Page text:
Ultimaker has released their powerful Cura Connect system.
For years Cura, the mainstay slicing and 3D printer management software associated with Ultimaker equipment (and many others, come to think of it), but in all that time it’s been a single-machine, standalone program. Now that’s changing, and changing a lot.
It’s really more than just software, as it works in combination with the latest firmware found on their current Ultimaker 3 equipment. The Ultimaker 3’s now act as “nodes” in a virtual 3D print cluster, and Cura Connect is how they are coordinated.
This is a really interesting development, because it could significantly affect the future of Ultimaker.
But how does it work? It seems that the Ultimaker 3’s networking abilities enable them to “find each other” and establish a cluster of machines, all by themselves. One specific machine acts as a “host” and the other machines are connected once someone manually confirms their addition to the cluster from their front panels.
The cluster itself maintains knowledge of its current status, including whether a printer is available, busy and what its current materials configuration might be.
At that point, the virtual cluster exists and can be accessed from Cura on network connected computers. The functions are basic, yet powerful.
New print jobs can be automatically routed to an available printer that matches the required print configuration. Extra jobs are held in a queue until an appropriately configured machine becomes available. Print operations can be monitored remotely through Cura, as it connects to the live camera feed available on the Ultimaker 3 equipment.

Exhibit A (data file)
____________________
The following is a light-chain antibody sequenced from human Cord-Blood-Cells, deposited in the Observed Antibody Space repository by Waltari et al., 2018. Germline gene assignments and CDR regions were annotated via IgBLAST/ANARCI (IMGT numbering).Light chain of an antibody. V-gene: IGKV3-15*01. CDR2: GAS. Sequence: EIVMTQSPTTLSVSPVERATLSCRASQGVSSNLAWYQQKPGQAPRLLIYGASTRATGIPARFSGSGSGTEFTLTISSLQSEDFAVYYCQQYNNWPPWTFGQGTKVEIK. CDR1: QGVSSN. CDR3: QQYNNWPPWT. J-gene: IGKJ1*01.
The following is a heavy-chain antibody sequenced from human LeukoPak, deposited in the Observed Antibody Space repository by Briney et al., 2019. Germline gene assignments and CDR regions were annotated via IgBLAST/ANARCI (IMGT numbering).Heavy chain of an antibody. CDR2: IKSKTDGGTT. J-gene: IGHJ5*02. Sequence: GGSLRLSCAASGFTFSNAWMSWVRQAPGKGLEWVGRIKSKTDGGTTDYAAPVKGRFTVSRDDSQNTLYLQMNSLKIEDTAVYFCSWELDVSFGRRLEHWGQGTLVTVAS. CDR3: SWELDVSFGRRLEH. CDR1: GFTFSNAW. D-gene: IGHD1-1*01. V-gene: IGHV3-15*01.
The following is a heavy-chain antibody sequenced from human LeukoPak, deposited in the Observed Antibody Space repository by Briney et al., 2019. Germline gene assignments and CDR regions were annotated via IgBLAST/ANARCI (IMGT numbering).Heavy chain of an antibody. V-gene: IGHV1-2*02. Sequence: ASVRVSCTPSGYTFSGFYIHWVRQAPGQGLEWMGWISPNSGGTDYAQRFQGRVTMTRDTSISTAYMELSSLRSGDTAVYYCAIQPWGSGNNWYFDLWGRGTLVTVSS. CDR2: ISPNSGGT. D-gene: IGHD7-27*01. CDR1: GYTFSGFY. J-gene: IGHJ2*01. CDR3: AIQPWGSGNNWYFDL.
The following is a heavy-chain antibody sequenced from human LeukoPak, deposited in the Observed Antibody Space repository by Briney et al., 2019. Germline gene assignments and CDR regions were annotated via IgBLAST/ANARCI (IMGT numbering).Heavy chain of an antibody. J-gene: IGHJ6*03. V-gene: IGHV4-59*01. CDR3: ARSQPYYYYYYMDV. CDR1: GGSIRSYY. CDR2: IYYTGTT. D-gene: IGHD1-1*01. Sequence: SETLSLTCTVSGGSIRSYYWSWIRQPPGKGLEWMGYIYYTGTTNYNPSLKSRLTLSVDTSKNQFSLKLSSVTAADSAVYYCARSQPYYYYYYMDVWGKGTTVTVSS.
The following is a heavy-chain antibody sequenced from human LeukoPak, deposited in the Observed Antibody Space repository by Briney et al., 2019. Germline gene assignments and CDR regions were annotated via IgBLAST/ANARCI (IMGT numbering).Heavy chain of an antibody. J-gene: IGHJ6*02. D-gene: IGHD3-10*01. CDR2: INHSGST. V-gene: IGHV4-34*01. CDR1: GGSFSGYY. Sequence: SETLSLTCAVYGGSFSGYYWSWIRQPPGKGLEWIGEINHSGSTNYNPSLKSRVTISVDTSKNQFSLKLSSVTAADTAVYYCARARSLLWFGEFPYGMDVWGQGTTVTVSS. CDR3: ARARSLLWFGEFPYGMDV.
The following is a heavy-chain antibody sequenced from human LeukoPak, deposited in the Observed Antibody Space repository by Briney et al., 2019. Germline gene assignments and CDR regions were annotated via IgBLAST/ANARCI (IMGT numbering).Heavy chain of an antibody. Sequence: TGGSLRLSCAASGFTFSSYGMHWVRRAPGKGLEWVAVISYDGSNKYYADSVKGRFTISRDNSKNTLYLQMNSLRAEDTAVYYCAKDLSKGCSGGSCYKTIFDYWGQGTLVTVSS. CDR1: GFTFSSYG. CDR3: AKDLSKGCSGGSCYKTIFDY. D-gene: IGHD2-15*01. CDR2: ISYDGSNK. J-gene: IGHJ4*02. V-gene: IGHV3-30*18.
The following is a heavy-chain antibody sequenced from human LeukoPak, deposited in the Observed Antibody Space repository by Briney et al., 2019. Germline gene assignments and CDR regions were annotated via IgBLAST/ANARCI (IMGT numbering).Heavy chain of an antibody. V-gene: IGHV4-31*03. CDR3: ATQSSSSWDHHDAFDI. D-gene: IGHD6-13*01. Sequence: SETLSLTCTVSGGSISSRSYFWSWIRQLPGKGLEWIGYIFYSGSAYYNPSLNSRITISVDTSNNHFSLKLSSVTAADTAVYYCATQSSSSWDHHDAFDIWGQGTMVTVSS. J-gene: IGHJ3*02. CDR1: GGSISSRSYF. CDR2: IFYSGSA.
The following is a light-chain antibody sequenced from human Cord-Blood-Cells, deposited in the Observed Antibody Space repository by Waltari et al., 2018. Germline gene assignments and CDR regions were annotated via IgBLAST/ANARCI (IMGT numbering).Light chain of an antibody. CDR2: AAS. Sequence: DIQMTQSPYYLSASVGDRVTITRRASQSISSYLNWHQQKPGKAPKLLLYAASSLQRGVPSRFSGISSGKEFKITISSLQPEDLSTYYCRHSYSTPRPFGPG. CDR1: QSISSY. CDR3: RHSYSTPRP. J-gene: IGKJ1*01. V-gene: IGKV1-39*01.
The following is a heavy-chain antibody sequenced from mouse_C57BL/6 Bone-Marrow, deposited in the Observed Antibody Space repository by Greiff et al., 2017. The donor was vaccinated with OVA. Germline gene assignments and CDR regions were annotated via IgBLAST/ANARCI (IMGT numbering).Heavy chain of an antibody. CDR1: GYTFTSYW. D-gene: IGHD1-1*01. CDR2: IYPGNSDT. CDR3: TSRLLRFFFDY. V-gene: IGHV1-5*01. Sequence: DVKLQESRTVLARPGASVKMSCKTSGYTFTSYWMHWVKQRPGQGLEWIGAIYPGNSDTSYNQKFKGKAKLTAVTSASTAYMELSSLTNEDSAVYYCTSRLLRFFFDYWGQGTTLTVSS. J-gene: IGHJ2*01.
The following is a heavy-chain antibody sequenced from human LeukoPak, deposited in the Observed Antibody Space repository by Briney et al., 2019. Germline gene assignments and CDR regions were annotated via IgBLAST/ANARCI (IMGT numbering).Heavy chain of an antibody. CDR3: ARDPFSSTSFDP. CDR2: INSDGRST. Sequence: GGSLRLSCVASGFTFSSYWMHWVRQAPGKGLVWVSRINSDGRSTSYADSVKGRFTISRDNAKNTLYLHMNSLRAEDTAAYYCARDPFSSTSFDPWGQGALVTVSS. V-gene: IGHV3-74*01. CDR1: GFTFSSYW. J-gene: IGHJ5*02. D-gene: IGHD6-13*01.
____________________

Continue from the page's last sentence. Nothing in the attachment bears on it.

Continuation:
It all makes sense and vastly simplifies the work of organizing a cluster of 3D printers. Imagine for a moment, what life would be like for a 3D printer operator in, say, a university, where there are 100 machines running. Dispatching the work would be a tremendous amount of work, running to and fro with countless SD cards. Do you have the right one with you?
I suspect this problem may actually prevent some installations from setting up larger 3D print clusters, and that’s what Ultimaker is solving here.
Ultimaker is not the first party to develop a cluster-style 3D print system. MakerBot’s Innovation Center is perhaps the first example, and there are some others. Even Stratasys has shown off a demonstrator that offers similar capability.
But somehow the Cura Connect solution seems a lot easier to set up, as it seems to do most of the work automatically, and does not require machines to be racked or anything like that. Just make sure they’re on the network.
Here’s why this is so critical for Ultimaker: this capability will vastly simplify their ability to sell huge batches of Ultimakers to institutions. This is a far more efficient method of producing sales than the more-or-less individual sales they’ve done until now. After Cura Connect, they can confidently propose the sale of 100+ machines and legitimately say they can be effectively managed. That statement carries a lot of weight in organizations where budgets may not allow the addition of multiple 3D print operators to look after equipment.